Since I was in grade shortie, I remember dreading Father’s Day.
A constant reminder that I don’t have one.
I just don’t know where he is.
Do I dread the hundreds of posts about how great a father is, while I wallow in lack of my own. Will everyone leave me, I ask my infant self.
Do I appreciate my step-father who glared at me from the kitchen table every night while I cried from his hate into my rice bowl.
Am I to remember my third father as breaking my mother’s heart with his obligations towards his own mother, or be grateful he was so kind in his patience with her.
Maybe I should relish in meeting my biological father when I was five with a mean step-mother who pinched me.
Lost my butterfly ring gift. Gold. Hollow.
Or last visit when I was 15 years old, being passed a birthday hundred dollar bill, some cheques, and being told to leave him alone. “No address, cause you’ll stalk me,” he says.
But this will only serve to better me, insha’Allah. IF I ever husband myself up again, I’ll be sure that he’s a great father figure. The kind who will be there. Trustworthy, humorous, and easygoing but firm with children (no spanking, just speaking kindly).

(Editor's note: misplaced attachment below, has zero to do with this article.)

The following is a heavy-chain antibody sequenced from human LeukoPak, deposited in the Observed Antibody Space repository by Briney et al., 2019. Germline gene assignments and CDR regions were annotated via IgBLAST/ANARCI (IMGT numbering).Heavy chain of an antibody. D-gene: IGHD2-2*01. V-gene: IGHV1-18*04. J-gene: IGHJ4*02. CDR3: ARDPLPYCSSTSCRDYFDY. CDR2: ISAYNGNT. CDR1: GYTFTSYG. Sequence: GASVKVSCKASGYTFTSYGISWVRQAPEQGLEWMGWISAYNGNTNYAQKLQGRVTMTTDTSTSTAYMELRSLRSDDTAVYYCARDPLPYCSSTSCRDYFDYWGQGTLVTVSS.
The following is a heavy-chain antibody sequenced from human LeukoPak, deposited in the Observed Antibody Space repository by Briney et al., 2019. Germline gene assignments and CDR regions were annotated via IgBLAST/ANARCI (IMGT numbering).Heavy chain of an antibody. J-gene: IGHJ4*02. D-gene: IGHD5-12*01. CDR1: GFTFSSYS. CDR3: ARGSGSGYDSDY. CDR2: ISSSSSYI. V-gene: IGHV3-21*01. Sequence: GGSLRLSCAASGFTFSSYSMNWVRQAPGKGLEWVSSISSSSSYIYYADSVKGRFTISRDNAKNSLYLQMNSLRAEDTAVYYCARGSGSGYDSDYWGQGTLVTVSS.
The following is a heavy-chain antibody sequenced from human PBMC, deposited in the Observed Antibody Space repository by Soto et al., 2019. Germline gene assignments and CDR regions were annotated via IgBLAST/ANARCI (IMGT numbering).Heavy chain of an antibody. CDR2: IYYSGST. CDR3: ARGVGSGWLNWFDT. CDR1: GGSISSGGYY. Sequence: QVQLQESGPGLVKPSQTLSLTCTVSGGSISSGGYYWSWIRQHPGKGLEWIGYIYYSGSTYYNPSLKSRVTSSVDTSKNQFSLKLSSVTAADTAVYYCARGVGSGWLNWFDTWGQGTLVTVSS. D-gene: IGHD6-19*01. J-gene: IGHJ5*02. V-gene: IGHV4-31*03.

Lacking a healthy role model, doesn’t make me any less successful in relationships, according to some experts, however, it has definitely meant certain areas not as well developed in my life.
Then again, some are also scarred from having father figures in their life. So maybe, somehow, this was a blessing in disguise.
So when people ask me where I’m from. And I really don’t know where 50% of of my DNA comes from (asking my mother only hurts single motherhood struggles), I just make stuff up.
Thailand? Or Singapore?
It’s probably why it hurts so much when strangers in the Muslim community just come up, without introducing themselves, blurt, “so where you from?!”.
slapping snapping at them, I just smile say, “Toronto.”
May it be a time of celebration for great fathers, comfort for those who miss theirs, and coziness for all those in between.